Emu war

The Australian emu war

Emu warA lot of wars these days are for religious reasons, money reasons or because some country has an important monopoly some other country wants. The Australian Emu War, however, was a completely pointless war. Thousands of rounds of ammunition were wasted, and of course thousands of dollars were spent. The war only killed a small number of the birds, and was ultimately a complete waste of time for everyone involved.

Imagine this: World War 1 just happened. Countries all over the world have fought on the side of the allies. Australia’s veterans are getting a warm welcome at home, but find out there’s absolutely nothing left to do. Sure, there have been schemes over the years to keep veterans busy. For example, there was one “soldier settlement scheme” that gave veterans jobs by giving them plots of land, so they could farm. Excellent solution, don’t you think? Unfortunately, in 1929 the Great Depression hit. This greatly impacted Australia and caused wheat prices to rise to ginormous numbers. On top of that, Australia had been giving so many plots of land away that they had forgotten about how that would affect certain animals. The emu’s in particular had grown in numbers. By 1932, there were almost 20,000 of them. They destroyed crops and were a nuisance. Of course, these farmers were soldiers. You’d think they could easily kill these animals, but they did not have enough ammunition.

Involving the military

Farmers (soldiers) had gathered and shared their concerns about the emu’s. They took their concerns to Australia’s Minister of Defense, George Pearce. George heard their complaints and concerns, took all of them into account, and agreed. He did have some conditions, though. Pearce’s conditions were as following: Guns could only be used by soldiers, the transport of the soldiers would be financed by the Western Australian government and the farmers they would meet on the way would provide them with food willingly. George Pearce at one point stated that “the birds will make good target practice.”

Starting the war

So there they were, official soldiers lead by an official major. Major Meredith of the Seventh Heavy Battery of the Royal Australian Artillery, to be precise. He and his soldiers had 10,000 rounds of ammunition, which should have been more than enough. It was tricky to spot the emus, at first. They had scattered because of heavy rainfall. A few days later the rainfall had ceased and the troops were ready for combat.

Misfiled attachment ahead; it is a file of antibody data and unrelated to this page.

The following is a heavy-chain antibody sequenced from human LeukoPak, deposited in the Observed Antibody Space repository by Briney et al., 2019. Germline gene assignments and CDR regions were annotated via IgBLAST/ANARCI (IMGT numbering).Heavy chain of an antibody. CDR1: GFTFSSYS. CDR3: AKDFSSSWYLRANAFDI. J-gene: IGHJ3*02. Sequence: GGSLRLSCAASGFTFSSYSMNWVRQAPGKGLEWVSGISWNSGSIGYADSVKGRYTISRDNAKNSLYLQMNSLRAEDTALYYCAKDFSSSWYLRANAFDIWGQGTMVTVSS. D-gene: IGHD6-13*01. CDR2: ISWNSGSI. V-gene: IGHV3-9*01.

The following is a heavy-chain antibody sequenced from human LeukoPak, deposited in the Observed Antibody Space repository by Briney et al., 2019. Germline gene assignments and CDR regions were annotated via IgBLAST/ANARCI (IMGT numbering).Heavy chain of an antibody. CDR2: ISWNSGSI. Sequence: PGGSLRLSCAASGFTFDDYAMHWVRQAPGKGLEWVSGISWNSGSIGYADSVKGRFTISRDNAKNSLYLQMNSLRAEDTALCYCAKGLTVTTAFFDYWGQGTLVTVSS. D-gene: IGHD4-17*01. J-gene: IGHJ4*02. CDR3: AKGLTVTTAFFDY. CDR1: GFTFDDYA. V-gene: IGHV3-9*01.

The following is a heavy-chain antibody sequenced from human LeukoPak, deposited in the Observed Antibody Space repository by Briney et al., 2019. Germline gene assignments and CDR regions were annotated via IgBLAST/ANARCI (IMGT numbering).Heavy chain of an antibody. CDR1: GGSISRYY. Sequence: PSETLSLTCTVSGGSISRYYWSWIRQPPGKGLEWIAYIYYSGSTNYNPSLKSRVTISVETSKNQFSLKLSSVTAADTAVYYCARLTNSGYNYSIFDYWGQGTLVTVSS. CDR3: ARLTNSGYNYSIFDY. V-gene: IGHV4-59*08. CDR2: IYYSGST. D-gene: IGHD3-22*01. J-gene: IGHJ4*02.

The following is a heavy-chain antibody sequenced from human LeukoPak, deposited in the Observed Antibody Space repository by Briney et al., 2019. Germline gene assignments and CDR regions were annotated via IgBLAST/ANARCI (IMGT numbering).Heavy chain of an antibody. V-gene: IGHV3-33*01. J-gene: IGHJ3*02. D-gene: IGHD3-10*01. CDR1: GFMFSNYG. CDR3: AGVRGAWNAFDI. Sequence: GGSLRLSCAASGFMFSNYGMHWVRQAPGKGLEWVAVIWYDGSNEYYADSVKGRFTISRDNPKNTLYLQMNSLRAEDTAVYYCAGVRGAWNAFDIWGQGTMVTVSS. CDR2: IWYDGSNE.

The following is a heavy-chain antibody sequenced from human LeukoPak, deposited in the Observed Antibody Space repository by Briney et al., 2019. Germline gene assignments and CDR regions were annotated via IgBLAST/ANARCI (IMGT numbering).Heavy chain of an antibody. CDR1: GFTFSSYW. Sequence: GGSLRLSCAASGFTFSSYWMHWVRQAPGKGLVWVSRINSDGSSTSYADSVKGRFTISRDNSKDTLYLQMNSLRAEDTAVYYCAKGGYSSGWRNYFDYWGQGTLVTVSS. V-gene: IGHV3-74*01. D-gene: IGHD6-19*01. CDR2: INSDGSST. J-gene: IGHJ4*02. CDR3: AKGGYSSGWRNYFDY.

There were two attempts at containing the emus, and decreasing their population. The first attempt took place in Campion. There were about 50 emus that were sighted in this place. The Australians used several “Lewis Guns.” These are automatic machine guns. They shoot rounds fast, but don’t have that good of a range. Their lack in range was devastating in this first attempt; the fifty emus were too far away to shoot. Some local settlers used herding techniques to drive the emus closer, but to no avail. The emus split into groups and all scattered in different directions. Two rounds of gunfire later and only a dozen of the emus were killed. After this sad attempt, they tried again a few days later. This time, they were well hidden and ready to ambush over a thousand of the bird species. They had set up near a local dam, and had learned from their previous attempt at shooting them. They waited patiently until the birds were in a good range of the machine guns, and opened fire. After killing twelve birds, the gun jammed. The rest of the birds scattered and could not be seen the rest of the day. At this point 2500 rounds of ammunition had already been wasted. The Minister of Defense ordered the return of the troops shortly after this first attempt.

Second attempt

The military was safe and sound back home, but the emu’s continued their terror. Ruining and eating crops had the local farmers cry for help yet again. The Minister of Defense ordered the military troops to, again, go out on a mission and kill the emus. This second attempt was much more successful. 9860 Rounds had killed off 986 emu’s. Every couple of years following the war, the population of emu’s would grow out of control again, and the farmers would again ask for help.  Instead of sending out the military, the government put bounties on the emu’s. This proved more successful than involving the military, since over 57,000 emu’s were killed by hunters trying to claim their bounty.


Word did not travel fast in the thirties, but about a month later the news of the war had reached Great Britain. They were shocked. Some even labeled it as a “pointless war” aiding in “extermination of the rare emu”. Most were disgusted by the Australian government, and how they had dealt with the birds. Of course, it was a waste of resources. But hey, you don’t know if you don’t try, right?


Article written by: MirandaTempelman
Times read: 1712x
Added: 28-12-2015 21:22
Last modified: 20-02-2016 14:12

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